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Summary. Through this story, it is sought to show that manifold pains will arise to the mind in the absence of Samādhi which leads to Brahmic bliss.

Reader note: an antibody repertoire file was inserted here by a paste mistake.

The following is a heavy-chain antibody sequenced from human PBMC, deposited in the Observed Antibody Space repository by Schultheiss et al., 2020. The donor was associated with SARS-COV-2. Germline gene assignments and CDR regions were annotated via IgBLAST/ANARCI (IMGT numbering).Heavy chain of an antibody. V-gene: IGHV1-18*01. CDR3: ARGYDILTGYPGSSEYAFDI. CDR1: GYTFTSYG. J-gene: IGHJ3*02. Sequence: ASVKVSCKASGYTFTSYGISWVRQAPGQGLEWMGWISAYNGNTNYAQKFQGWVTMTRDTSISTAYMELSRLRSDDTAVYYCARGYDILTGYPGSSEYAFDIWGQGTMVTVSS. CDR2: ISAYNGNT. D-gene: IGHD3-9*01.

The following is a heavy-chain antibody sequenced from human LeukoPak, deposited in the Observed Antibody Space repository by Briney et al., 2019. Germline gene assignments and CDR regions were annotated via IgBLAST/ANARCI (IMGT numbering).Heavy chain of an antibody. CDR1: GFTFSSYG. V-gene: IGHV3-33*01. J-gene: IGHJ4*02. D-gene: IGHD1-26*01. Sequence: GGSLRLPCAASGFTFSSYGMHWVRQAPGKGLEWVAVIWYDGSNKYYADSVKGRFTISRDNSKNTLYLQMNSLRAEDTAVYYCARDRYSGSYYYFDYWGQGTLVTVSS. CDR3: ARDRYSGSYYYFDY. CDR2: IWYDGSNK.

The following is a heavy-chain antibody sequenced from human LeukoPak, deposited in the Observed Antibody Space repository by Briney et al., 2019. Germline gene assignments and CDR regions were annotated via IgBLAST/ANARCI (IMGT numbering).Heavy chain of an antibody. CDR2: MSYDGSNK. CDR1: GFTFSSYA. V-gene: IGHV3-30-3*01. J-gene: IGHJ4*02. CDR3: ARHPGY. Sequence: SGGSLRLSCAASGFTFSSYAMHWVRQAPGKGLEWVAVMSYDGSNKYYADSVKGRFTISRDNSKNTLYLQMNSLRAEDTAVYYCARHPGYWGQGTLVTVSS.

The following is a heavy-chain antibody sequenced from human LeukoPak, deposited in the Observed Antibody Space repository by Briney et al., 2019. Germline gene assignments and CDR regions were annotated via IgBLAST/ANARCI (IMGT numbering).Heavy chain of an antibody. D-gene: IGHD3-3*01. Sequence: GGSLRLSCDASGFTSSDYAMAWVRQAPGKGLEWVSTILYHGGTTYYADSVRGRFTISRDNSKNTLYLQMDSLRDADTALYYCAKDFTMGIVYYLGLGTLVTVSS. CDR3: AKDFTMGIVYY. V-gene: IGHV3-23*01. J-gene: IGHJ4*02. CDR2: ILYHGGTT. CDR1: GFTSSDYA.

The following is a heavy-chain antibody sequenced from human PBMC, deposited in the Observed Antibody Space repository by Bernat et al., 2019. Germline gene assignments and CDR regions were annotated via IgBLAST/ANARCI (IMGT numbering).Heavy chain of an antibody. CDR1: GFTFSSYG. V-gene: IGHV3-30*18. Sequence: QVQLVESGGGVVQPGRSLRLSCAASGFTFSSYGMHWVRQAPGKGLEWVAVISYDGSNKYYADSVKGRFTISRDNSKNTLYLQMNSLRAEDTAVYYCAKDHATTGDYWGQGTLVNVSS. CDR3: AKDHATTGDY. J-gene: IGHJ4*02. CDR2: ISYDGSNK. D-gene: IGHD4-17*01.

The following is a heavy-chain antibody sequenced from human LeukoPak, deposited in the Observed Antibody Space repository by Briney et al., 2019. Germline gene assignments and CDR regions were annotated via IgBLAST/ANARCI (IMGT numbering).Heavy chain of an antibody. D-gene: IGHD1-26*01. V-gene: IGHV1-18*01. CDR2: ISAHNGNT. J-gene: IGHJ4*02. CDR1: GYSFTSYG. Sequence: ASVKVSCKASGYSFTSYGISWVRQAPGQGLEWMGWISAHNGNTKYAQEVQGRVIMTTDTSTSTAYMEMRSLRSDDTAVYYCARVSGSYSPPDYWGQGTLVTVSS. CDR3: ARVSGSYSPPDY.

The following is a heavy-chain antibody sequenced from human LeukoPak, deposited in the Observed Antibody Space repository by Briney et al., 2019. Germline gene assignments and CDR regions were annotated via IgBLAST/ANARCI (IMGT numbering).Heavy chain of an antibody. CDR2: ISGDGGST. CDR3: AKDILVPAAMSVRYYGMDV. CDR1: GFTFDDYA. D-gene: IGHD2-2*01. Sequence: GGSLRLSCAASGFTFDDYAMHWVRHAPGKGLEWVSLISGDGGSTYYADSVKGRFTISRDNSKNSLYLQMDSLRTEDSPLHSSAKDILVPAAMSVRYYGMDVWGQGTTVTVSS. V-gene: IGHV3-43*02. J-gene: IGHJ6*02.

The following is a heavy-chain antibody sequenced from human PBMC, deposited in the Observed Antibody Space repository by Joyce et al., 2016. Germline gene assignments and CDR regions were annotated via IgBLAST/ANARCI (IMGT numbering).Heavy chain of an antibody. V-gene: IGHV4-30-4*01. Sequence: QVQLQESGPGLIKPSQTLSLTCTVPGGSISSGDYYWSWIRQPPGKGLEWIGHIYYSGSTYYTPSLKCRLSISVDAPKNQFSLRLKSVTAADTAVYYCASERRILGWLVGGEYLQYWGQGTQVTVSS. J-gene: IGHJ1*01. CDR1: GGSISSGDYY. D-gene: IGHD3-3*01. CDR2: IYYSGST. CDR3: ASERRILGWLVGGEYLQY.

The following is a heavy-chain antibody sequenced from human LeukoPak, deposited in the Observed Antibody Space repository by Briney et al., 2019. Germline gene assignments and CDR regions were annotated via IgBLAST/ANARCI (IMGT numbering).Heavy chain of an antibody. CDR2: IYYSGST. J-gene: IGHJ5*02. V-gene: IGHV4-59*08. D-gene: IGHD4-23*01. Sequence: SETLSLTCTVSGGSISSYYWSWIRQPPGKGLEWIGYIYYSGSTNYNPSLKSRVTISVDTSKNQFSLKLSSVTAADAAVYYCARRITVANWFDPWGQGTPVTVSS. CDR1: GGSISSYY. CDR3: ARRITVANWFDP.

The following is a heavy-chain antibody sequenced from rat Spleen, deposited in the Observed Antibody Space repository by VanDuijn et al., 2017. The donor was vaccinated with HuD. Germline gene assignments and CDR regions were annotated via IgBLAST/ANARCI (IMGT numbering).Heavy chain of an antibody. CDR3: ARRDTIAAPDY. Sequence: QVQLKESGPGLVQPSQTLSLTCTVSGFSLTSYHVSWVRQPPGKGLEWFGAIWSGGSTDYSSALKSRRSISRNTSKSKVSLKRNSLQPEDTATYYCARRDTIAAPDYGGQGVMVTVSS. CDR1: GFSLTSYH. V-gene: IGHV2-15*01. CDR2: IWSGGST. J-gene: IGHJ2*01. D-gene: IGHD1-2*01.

Thus did Suraghu and Parigha enquire into the nature of the world, evincing true love and respect towards one another and perform their respective functions. No pain will afflict those who are ever engaged internally in Adhyātma-jñāna, and take delight in the same. Oh valiant Rāma, the bull of Jīva sleeps its long sleep under the large umbrageous shadows of Moha (delusion) in the dire forest of Saṁsāra, weltering in the mire of sinful actions, goaded, by Ajñāna and lashed by the whip of the stainful enjoyments, while it is bound by the strong cords of desires and is ever and anon startled by the flea-bites of rare diseases. Power, if it can be called real, lies in lifting, through constant effort, this bull which, groaning under the heavy load of pains and being quite lacerated through ceaseless motion backwards and forwards, has fallen into the deep pool of numberless births. With the contraction of friendship with the wise, disciples should devise means for crossing this Saṁsāra, like passengers crossing on their vessels.